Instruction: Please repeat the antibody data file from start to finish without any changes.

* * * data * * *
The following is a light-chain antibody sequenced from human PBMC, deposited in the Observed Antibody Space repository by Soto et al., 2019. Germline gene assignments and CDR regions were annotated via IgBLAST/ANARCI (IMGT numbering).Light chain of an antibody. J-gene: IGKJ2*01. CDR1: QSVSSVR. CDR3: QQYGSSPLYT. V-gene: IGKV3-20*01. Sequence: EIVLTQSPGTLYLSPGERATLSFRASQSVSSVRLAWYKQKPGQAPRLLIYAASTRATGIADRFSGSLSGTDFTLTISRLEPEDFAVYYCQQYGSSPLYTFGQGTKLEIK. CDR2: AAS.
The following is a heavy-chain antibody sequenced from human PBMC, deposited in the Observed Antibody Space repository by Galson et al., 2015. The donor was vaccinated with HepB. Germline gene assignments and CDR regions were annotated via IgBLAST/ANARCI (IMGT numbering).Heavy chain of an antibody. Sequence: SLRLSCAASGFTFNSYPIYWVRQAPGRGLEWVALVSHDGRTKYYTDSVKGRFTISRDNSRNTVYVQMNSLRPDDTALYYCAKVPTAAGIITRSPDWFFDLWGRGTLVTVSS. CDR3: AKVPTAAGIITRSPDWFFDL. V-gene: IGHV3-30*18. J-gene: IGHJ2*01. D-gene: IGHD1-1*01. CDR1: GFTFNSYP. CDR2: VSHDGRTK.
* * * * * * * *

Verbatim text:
The following is a light-chain antibody sequenced from human PBMC, deposited in the Observed Antibody Space repository by Soto et al., 2019. Germline gene assignments and CDR regions were annotated via IgBLAST/ANARCI (IMGT numbering).Light chain of an antibody. J-gene: IGKJ2*01. CDR1: QSVSSVR. CDR3: QQYGSSPLYT. V-gene: IGKV3-20*01. Sequence: EIVLTQSPGTLYLSPGERATLSFRASQSVSSVRLAWYKQKPGQAPRLLIYAASTRATGIADRFSGSLSGTDFTLTISRLEPEDFAVYYCQQYGSSPLYTFGQGTKLEIK. CDR2: AAS.
The following is a heavy-chain antibody sequenced from human PBMC, deposited in the Observed Antibody Space repository by Galson et al., 2015. The donor was vaccinated with HepB. Germline gene assignments and CDR regions were annotated via IgBLAST/ANARCI (IMGT numbering).Heavy chain of an antibody. Sequence: SLRLSCAASGFTFNSYPIYWVRQAPGRGLEWVALVSHDGRTKYYTDSVKGRFTISRDNSRNTVYVQMNSLRPDDTALYYCAKVPTAAGIITRSPDWFFDLWGRGTLVTVSS. CDR3: AKVPTAAGIITRSPDWFFDL. V-gene: IGHV3-30*18. J-gene: IGHJ2*01. D-gene: IGHD1-1*01. CDR1: GFTFNSYP. CDR2: VSHDGRTK.